Bowdren glad he stayedSeptember 8, 2006
by David Shelton, Special to the Post & Courier
|Senior Brett Bowdren is a mainstay on the Buc defensive line|
Following Charleston Southern's 1-11 season back in 2003, the program suffered a mass exodus of players. Head coach Jay Mills and his staff had suffered through a miserable campaign that began with the loss of their starting quarterback and ended with an embarrasing loss to in-state rival Coastal Carolina.
Among the players considering leaving CSU was Brett Bowdren, a redshirt freshman defensive lineman from Goose Creek. Bowdren was unsure about the direction of the program, and wasn't used to losing after playing three years at Stratford High School, where he was a member of the 1999 state championship team.
"I thought long and hard about going somewhere else, anywhere else," Bowdren said this week. "I actually went into Coach Mills' office and was ready to tell him I was leaving. For some reason, I stopped myself. I didn't do it. It sounds strange but something inside me just told me not to quit. I've never been a quitter and I just couldn't quit on this."
Bowdren stuck with the Bucs and has been a mainstay on the defensive front at nose guard ever since. The 5-11, 275-pound senior picked up a career-high four tackles in last year's Big South title-clinching win over Coastal Carolina.
"I'm so glad I stuck it out," said Bowdren. "Not only because we won the championship, but this was where I needed to be. It's been a long, hard struggle but that makes it even sweeter looking back. To know that I could have left but I didn't. I stayed here with my teammates and together we did something very special."
CSU defensive coordinator Steve Barrows calls Bowdren a team leader, despite the fact that he does not put up hefty numbers.
"Brett is just one of those guys you have to have in the program if you're going to win," said Barrows. "He's not flashy and most of what he does goes unnoticed by the average fan. Brett is just a very consistent football player. He has great football intelligence and he is constantly working to get better. He's one of those guys you can count on, a guy you can trust. His numbers are not indicative of how important he is to this program, and our players respect him a great deal."
As an All-Lowcountry and all-region selection coming out of Stratford, Bowdren admits he had visions of big numbers on the college level. However, his primary job is to contain the opposing offensive linemen so CSU's linebackers can be free to make plays. Somewhat of a blocking dummy?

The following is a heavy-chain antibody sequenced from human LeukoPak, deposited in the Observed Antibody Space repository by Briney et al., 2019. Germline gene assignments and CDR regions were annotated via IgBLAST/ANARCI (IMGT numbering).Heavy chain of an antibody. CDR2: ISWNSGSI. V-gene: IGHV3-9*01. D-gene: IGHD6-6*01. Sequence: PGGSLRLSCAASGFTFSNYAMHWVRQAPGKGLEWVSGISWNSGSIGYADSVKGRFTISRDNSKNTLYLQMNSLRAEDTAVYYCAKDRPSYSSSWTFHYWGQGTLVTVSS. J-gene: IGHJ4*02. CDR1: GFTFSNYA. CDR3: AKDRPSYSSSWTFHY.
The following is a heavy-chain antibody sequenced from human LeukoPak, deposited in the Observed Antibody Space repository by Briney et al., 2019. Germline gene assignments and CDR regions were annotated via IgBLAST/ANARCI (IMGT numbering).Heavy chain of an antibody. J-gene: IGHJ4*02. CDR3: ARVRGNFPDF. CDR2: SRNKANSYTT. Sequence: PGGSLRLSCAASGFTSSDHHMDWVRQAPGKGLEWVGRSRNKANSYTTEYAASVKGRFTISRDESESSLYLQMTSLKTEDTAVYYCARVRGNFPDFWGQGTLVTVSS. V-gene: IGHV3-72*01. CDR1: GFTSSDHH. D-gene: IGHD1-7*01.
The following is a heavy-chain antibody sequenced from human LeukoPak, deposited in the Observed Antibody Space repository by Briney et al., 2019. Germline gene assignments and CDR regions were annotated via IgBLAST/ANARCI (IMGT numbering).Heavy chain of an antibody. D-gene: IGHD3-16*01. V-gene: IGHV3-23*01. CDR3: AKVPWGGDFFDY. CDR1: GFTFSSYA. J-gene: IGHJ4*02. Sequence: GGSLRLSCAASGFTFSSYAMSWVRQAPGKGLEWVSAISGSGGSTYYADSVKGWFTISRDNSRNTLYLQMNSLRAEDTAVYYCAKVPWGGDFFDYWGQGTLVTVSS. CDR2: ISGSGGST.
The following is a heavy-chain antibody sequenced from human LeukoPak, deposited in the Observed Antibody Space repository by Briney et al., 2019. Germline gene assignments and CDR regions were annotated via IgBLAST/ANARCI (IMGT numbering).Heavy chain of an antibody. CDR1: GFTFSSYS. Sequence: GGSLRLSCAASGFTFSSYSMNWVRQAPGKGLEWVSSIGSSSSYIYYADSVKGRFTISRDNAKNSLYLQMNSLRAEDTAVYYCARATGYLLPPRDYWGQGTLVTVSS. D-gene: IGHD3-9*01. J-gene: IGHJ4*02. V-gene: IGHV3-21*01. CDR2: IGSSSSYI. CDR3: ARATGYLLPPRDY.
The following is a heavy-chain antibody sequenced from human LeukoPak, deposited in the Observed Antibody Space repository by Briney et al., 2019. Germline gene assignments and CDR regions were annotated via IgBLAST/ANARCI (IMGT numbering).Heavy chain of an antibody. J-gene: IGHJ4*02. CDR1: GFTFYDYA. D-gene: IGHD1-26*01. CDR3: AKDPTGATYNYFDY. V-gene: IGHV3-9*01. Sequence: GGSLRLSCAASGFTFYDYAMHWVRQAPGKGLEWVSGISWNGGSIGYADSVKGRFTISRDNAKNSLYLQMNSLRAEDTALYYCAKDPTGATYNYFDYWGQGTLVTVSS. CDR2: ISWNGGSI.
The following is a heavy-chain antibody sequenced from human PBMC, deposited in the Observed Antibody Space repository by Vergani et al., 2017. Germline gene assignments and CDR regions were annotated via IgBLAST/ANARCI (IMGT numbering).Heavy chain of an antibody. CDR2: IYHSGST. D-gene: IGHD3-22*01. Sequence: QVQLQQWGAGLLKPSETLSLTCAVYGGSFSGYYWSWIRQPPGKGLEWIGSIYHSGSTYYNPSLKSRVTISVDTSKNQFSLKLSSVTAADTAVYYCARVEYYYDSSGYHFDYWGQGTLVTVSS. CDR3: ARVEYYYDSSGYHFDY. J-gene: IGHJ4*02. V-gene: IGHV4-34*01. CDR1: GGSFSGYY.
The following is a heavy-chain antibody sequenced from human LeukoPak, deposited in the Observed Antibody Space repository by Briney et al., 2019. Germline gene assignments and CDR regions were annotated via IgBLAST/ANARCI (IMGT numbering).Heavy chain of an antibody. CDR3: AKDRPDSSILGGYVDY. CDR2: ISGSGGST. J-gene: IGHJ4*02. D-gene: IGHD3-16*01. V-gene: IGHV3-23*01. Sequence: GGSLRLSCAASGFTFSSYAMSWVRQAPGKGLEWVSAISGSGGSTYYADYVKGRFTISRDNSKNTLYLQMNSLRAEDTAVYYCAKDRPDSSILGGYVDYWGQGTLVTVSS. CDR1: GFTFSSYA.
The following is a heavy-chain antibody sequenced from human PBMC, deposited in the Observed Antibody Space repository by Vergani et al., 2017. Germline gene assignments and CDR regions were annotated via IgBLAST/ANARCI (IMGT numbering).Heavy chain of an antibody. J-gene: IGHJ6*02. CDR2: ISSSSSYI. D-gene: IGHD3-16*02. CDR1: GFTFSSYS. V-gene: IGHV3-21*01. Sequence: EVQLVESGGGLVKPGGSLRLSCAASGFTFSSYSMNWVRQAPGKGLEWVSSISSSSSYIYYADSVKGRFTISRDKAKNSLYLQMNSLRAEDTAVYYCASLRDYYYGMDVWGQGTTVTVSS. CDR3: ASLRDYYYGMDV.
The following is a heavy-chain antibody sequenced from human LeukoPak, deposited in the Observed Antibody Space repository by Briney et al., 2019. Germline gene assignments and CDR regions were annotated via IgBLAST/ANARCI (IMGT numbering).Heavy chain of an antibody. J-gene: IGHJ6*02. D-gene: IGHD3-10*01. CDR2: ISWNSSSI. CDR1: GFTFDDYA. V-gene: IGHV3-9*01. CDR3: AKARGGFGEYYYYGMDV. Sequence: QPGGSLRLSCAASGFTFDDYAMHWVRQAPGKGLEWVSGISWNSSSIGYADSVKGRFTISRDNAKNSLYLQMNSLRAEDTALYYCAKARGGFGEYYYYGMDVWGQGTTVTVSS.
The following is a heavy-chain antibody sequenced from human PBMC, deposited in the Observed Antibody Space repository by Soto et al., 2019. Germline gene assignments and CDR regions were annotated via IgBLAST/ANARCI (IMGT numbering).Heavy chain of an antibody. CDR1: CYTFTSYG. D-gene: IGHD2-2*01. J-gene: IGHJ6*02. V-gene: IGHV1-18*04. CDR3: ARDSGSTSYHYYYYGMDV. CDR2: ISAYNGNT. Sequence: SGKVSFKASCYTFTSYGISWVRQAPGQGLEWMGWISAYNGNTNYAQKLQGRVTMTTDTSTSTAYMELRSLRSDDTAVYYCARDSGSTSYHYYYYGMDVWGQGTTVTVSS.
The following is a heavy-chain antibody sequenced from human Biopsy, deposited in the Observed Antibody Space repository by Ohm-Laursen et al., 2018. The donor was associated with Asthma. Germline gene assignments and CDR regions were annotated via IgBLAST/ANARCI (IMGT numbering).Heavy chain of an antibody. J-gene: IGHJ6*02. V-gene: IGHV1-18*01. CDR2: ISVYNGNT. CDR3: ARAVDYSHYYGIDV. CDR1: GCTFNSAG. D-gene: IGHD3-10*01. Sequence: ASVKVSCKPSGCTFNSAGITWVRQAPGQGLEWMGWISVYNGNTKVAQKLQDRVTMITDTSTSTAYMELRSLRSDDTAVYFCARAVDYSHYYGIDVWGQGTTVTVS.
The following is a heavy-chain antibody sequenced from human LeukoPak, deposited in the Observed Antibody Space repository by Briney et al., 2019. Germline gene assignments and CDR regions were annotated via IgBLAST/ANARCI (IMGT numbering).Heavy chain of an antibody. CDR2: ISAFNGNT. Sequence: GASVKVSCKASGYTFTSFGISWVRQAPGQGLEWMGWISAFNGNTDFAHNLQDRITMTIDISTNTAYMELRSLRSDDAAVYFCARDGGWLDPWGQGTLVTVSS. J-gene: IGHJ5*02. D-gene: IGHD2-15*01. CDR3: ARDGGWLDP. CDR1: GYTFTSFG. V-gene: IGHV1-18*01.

"I guess that's what I do," Bowdren said, laughing. "I try to make tackles when I can and I'd love to make plenty more than I do, but in our defense, that's not my role. Our linebackers make a lot of plays for us. They're an awesome group back there behind me. I guess I can take some pride in the fact that they are making a lot of tackles, because that means I am taking on the guards and the center and doing my job well. I love it."
Last week, the Bucs snapped a 12-game losing streak to Presbyterian. The win was just another small step toward gaining the respect of those who follow the game. Picking up a win this Saturday night against crosstown rival The Citadel would make an even bigger statement.
"We're trying to focus on this game as our second game of the season, a game that we need to win in order to keep our hopes of bigger things alive," he said. "But, it's The Citadel. In the back of our minds we know what a win this week would do in terms of gaining respect around Charleston. Last week was a big win. Beating Coastal last year was a big win. Winning on Saturday would top it all, no doubt about it. We'll give it our best shot and see what happens."
Last Sunday, as Bowdren was leaving church, a lady came up to him and asked if he was a CSU football player. At first, Bowdren was taken aback, because he had no idea that anyone knew he played for the Bucs. He smiled and nodded proudly, saying "Yes ma'am, I play for Charleston Southern." The lady patted him on the back and replied, "Go CSU!"
Now Brett Bowdren knows he made the right decision. "I'm proud to be a Buccaneer," he said.